Think Twice Before You Eat Plasticizer’s In Fast Food
We all know that “fast food” isn’t the healthiest choice when it comes to eating. It’s generally low in nutrients and high in “bad’ fats and calories. But as it turns out, there may also be an additional layer of “badness” about it. A group of chemicals called “phthalates” has been shown to be more prevalent in people who eat fast food as compared to those who do not.
What are phthalates?
Phthalates are chemicals used in plastic to make it more flexible and harder to break, thus known as “plasticizers”. They are also found in household cleaners, cosmetics, health and beauty products, flame retardants, and food packaging, although you’ll never see them listed in the ingredients. You’re probably familiar with one of the many kinds of phthalates, BPA, as there was a big push to remove it from consumer products. We felt some temporary relief when new plastic products were introduced with the label “BPA free”, only to later find out that the replacement chemical (BPS) is equally toxic. So, back to square one.
Health risks of plasticizers
Plasticizers have been implicated in causing birth defects, childhood chronic illnesses such as asthma, fertility issues and cancer. They are known to be “endocrine disruptors”, meaning they mimic hormones such as estrogen, thyroid and testosterone. They bind to receptors which are meant to be triggered by the body’s naturally occurring hormones, and thereby block the normal responses that should occur. Or they may cause overstimulation of the receptor or interfere with the body’s normal production of that hormone. As a consequence, they can cause hormone related diseases, such as endometriosis, cancers, infertility, thyroid dysfunction and more.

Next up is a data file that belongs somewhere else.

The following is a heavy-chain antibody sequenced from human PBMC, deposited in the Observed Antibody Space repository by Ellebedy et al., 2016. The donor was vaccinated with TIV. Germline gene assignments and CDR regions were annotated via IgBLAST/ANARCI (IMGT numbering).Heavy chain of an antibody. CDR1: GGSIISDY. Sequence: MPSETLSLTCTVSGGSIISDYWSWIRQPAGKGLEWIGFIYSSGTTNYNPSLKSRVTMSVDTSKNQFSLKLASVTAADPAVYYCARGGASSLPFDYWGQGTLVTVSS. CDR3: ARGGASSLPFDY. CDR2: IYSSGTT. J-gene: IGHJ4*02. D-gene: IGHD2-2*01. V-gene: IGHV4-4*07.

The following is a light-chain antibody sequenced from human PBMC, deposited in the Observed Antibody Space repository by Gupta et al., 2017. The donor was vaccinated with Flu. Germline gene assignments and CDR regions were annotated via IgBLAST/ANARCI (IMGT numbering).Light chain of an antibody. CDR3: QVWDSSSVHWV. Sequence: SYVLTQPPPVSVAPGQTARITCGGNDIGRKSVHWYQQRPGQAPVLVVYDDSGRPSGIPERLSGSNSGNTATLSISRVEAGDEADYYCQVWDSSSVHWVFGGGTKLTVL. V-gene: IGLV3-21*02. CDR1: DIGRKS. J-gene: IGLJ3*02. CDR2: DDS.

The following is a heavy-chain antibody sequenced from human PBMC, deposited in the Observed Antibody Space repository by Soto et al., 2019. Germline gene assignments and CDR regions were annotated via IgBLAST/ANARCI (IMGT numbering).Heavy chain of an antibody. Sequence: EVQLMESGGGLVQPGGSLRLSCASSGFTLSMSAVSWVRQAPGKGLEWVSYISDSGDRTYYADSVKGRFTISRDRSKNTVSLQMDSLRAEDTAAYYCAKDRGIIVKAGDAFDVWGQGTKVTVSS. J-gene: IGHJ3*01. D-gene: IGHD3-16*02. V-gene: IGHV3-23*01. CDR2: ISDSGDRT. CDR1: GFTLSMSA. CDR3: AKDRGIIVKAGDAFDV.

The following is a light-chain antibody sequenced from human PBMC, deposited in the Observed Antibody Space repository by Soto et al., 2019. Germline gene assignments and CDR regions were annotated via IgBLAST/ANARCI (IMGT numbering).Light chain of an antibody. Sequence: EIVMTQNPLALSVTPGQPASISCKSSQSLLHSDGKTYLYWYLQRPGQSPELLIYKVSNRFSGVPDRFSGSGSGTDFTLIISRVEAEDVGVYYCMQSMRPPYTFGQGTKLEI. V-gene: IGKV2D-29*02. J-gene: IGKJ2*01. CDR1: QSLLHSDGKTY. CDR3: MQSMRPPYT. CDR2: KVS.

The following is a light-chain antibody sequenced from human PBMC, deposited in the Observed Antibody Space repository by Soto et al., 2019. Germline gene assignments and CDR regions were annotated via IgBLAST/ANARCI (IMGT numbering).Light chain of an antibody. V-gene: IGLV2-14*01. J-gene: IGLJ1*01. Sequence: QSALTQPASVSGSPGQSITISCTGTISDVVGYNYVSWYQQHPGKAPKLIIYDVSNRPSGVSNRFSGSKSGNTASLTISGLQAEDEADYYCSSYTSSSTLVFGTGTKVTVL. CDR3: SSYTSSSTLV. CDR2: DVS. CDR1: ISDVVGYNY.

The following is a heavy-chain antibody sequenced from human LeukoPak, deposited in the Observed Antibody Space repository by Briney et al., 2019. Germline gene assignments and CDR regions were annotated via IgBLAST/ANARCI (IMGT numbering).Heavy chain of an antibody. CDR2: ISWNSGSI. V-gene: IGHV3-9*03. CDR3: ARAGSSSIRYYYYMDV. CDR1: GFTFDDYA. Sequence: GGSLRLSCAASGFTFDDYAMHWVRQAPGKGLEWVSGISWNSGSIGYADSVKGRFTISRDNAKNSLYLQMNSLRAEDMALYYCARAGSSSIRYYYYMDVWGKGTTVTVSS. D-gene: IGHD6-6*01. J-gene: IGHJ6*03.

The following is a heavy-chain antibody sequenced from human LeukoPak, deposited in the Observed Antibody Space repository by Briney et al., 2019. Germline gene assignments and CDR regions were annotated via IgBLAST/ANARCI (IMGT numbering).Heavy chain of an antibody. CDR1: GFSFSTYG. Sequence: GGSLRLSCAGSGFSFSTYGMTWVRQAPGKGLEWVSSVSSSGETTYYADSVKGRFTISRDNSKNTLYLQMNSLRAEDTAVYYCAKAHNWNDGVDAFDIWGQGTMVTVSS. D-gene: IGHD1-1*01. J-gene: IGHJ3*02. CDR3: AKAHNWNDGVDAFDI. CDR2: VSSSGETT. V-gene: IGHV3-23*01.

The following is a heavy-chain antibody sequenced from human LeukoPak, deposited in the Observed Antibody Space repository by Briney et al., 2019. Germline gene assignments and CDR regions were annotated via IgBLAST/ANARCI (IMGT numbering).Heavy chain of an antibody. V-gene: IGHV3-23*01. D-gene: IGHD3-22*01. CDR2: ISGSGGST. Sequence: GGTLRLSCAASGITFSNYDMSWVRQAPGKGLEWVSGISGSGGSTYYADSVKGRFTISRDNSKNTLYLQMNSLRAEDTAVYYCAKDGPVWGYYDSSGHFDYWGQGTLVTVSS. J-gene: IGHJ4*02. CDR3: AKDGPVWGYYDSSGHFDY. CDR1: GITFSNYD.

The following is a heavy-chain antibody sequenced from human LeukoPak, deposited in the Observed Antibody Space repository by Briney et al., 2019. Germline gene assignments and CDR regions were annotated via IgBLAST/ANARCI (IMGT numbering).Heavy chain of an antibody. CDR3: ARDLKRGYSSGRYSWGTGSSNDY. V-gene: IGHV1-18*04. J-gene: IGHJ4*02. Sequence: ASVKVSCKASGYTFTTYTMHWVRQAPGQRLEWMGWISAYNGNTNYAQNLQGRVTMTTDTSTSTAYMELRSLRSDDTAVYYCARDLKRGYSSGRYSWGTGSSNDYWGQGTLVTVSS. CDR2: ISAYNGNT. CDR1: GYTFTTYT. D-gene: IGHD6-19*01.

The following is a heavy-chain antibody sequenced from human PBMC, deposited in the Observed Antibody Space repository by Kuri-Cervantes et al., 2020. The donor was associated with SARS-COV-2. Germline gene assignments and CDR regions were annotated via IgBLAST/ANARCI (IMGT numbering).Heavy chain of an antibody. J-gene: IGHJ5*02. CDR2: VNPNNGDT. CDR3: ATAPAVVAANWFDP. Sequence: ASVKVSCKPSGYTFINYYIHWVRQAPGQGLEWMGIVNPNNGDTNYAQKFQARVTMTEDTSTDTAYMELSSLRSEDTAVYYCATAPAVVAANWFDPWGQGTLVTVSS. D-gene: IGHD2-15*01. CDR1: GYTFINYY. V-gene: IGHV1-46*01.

In this latest research, investigators wanted to see if there was a correlation with eating fast food, which is packaged in materials that contain phthalates, and phthalate levels measured in people’s urine, where it is excreted. The focus was on 2 specific phthalates, di(2-ethylhexyl) phthalate (DEHP) and diisononyl phthalate (DiNP). They used data from almost 9000 people who detailed their diet over the previous 24 hours. They found that in people who ate fast food during that time frame, those chemicals were 24% and 40% higher (respectively) as compared to people who did not recently eat fast food. They also noted that the more fast food they ate, the higher the level of phthalates found in the test.
What you can do
Unfortunately we are exposed to these types of chemicals from other sources beyond fast food, but avoiding fast food is a smart place to start to improve overall health. If you are struggling with hormone-related issues, including thyroid problems, you probably want to take serious steps to avoid plasticizers. Instead of eating prepared food, try making your meals from whole foods such as vegetables, fruits, whole grains, and protein- and organic as much as possible. Store your food in glass instead of plastic or saran wrap. And never put hot food in contact with plastic. Look for other ways to support your thyroid such as reducing stress and taking herbal formulas. Over the long term, these small efforts can make a big impact!
Susanna D. Mitro, Cassandra A. Phillips, Ami R. Zota. Recent Fast Food Consumption and Bisphenol A and Phthalates Exposures among the U.S. Population in NHANES, 2003–2010. Environmental Health Perspectives, 2016; DOI: 10.1289/ehp.1510803